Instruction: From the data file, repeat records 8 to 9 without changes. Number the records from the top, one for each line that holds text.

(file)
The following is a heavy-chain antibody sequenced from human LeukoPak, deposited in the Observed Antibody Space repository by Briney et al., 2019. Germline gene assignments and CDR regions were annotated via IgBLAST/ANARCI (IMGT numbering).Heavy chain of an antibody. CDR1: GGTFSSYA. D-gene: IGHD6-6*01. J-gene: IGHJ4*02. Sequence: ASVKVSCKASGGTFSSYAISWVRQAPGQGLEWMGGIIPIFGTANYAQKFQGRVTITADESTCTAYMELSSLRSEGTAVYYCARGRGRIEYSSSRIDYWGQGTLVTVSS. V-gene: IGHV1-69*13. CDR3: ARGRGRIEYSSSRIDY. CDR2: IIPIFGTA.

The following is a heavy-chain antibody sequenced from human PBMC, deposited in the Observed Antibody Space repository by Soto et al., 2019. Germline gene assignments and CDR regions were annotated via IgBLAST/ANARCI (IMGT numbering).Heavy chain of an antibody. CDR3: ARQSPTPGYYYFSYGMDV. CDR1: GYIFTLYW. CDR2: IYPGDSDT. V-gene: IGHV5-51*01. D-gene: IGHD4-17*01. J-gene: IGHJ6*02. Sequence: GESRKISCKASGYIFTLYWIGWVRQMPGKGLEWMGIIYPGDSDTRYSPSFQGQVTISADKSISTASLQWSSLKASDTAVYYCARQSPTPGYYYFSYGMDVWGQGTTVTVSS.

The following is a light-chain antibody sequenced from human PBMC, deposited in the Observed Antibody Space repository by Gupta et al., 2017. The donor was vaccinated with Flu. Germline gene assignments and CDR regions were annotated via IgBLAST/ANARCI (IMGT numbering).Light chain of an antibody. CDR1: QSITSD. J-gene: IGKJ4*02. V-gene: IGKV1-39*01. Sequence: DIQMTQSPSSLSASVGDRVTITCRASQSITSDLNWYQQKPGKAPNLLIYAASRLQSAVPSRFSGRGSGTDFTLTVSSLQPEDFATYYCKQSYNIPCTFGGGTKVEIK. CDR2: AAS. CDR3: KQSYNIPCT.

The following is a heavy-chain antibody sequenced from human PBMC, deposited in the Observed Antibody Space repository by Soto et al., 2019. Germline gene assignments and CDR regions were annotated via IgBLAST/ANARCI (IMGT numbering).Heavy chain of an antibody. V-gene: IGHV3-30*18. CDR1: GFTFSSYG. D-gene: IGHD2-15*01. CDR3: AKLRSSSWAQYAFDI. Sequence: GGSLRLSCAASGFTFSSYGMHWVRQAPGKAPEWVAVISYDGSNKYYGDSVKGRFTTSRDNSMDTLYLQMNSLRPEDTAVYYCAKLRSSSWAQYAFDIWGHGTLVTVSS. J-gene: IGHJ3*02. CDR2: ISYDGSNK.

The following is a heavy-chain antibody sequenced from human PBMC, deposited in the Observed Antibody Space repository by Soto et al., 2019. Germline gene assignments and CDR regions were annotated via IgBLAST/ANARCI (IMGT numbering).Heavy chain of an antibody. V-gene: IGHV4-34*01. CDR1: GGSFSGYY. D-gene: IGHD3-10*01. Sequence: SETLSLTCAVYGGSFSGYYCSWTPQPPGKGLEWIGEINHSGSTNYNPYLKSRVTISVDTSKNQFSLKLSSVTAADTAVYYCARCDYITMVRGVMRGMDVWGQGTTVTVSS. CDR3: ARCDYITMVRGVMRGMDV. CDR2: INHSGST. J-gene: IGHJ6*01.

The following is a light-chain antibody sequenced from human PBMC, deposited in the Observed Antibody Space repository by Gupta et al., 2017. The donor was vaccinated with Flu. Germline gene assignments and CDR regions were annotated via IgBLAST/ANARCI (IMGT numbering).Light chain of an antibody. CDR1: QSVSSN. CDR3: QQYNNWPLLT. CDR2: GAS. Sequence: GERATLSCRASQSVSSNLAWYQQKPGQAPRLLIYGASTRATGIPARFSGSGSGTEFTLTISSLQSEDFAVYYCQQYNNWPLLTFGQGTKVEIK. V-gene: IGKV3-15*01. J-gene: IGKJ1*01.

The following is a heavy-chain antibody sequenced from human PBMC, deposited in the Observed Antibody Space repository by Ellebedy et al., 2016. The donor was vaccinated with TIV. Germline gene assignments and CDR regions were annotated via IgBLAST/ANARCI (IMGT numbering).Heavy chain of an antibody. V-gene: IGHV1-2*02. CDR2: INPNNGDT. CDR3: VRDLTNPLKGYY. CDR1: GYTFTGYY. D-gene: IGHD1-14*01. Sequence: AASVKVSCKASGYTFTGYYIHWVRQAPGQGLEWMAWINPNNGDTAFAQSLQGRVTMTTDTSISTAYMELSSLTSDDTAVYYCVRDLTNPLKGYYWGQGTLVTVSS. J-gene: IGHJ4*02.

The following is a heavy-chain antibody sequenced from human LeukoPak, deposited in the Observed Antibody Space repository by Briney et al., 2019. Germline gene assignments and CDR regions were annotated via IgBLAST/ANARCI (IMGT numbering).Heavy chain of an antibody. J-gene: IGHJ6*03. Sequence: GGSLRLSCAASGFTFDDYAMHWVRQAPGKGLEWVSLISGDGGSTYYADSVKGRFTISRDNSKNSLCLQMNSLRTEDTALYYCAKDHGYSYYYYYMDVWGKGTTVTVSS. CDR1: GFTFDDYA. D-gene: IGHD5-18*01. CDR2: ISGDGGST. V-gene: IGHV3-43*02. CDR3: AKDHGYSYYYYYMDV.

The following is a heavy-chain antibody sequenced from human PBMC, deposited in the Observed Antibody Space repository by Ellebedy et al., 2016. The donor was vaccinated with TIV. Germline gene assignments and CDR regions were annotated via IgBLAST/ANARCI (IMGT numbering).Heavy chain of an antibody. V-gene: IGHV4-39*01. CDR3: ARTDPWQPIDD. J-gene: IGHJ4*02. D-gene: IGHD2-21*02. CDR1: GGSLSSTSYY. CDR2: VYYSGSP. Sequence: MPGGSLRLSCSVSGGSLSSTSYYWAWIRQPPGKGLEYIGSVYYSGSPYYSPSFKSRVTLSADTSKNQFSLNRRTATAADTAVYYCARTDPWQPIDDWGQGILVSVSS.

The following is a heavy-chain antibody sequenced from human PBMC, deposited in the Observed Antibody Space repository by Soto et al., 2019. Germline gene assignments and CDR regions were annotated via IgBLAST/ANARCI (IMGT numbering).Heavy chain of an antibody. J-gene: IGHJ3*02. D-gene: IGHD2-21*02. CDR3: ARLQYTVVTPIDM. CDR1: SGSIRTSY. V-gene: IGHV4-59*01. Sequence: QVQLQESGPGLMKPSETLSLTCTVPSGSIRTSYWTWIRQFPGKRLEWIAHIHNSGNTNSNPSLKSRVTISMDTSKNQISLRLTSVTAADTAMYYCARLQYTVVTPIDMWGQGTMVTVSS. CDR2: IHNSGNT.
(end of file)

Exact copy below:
The following is a heavy-chain antibody sequenced from human LeukoPak, deposited in the Observed Antibody Space repository by Briney et al., 2019. Germline gene assignments and CDR regions were annotated via IgBLAST/ANARCI (IMGT numbering).Heavy chain of an antibody. J-gene: IGHJ6*03. Sequence: GGSLRLSCAASGFTFDDYAMHWVRQAPGKGLEWVSLISGDGGSTYYADSVKGRFTISRDNSKNSLCLQMNSLRTEDTALYYCAKDHGYSYYYYYMDVWGKGTTVTVSS. CDR1: GFTFDDYA. D-gene: IGHD5-18*01. CDR2: ISGDGGST. V-gene: IGHV3-43*02. CDR3: AKDHGYSYYYYYMDV.

The following is a heavy-chain antibody sequenced from human PBMC, deposited in the Observed Antibody Space repository by Ellebedy et al., 2016. The donor was vaccinated with TIV. Germline gene assignments and CDR regions were annotated via IgBLAST/ANARCI (IMGT numbering).Heavy chain of an antibody. V-gene: IGHV4-39*01. CDR3: ARTDPWQPIDD. J-gene: IGHJ4*02. D-gene: IGHD2-21*02. CDR1: GGSLSSTSYY. CDR2: VYYSGSP. Sequence: MPGGSLRLSCSVSGGSLSSTSYYWAWIRQPPGKGLEYIGSVYYSGSPYYSPSFKSRVTLSADTSKNQFSLNRRTATAADTAVYYCARTDPWQPIDDWGQGILVSVSS.